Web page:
Your company may incur a penalty for inaccuracy. For instance, if you file a tax return or other document that contains basic errors or inaccuracies and this result s in tax being underpaid, understated or over-claimed. A penalty may be incurred if the inaccuracy was careless, deliberate or deliberate and concealed. HMRC may also charge a penalty if your company asks an employee or adviser to do something on its behalf as the company must do as much as possible to make sure that an inaccuracy doesn’t occur. If your company doesn’t do its utmost to avoid an inaccuracy, you may be charged a penalty.
If you disclose an inaccuracy before HMRC finds it, this is called an “unprompted disclosure”. If you tell HMRC about this inaccuracy at any other time, it is called a “prompted disclosure”. The penalty for an unprompted disclosure is lower than the minimum penalty for a prompted one. For instance, if you send HMRC a tax return or other document that you believe is correct and you subsequently find that it contains a careless error, HMRC may be able to reduce the penalty to zero if you make an unprompted disclosure.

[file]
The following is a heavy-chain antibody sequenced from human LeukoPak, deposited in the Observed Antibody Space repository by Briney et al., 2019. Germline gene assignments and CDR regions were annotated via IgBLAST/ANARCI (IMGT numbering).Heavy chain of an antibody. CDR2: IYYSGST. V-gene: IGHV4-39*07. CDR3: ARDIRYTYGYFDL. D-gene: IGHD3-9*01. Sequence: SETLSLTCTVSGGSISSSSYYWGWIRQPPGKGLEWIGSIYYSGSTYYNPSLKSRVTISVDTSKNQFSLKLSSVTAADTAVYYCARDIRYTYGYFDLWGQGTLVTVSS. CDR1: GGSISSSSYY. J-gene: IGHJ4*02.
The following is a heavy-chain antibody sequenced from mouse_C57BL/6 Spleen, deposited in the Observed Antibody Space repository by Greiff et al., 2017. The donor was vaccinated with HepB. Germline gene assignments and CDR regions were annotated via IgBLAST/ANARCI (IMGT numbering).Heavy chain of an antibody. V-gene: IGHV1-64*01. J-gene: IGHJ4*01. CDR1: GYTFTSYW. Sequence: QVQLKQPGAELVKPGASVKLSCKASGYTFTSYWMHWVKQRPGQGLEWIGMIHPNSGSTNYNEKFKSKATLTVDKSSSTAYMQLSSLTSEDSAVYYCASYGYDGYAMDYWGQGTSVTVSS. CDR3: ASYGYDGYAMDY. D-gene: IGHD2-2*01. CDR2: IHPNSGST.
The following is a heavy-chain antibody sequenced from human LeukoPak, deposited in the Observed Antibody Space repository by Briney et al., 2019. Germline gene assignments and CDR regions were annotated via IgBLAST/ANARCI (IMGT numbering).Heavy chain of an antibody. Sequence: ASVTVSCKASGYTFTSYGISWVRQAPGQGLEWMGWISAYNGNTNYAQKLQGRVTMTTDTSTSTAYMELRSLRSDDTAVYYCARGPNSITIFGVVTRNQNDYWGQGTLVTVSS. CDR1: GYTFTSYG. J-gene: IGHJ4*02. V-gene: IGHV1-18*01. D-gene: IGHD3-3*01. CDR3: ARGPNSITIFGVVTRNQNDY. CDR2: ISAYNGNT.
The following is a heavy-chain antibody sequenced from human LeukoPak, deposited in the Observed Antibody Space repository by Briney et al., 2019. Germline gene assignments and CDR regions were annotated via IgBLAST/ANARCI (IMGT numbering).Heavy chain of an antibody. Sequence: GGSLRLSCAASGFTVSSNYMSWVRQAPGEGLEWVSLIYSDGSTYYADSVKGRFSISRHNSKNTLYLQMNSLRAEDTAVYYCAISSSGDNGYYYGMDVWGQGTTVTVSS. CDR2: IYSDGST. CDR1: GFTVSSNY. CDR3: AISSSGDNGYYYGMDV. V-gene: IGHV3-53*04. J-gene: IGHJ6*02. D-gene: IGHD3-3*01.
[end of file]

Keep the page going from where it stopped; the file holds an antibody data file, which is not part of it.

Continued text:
Companies can reduce penalties by helping HMRC with its tax enquiry. This type of assistance is known as “quality of disclosure” and it can include telling HMRC about or agreeing that there is something wrong and how and why it happened or telling HMRC everything you can about the extent of what is wrong as soon as you know about it.
If you delay informing HMRC about the inaccuracy, you may still get a reduced penalty rate, but the reduction will be smaller. If HMRC don’t need any extra help from you, it will give you the full reduction that the law allows for quality disclosure.
Please go to HMRC Penalties for inaccuracies in returns and documents to view the eight stages in working out the amount of any penalty.
What is the HMRC Compliance Contact Number?
Tax is a fact of life, and being subjected to a compliance check by HMRC for late, non-payment or underpayment of tax can be distressing. However, if you maintain robust financial records, manage your business responsibly and deal with HMRC in a professional manner, you’re sure to sail through the process.
If you need to contact HMRC with a general enquiry about self assessment, call 0300 200 3310. If you would like to make a disclosure, call the HMRC disclosure line on 0300 123 1078.
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If you have received an initial information notice from HMRC and would like to know more about the tax enquiry process, please call 0208 444 3400 or email email@example.com today for free and confidential advice from one of our professional advisers.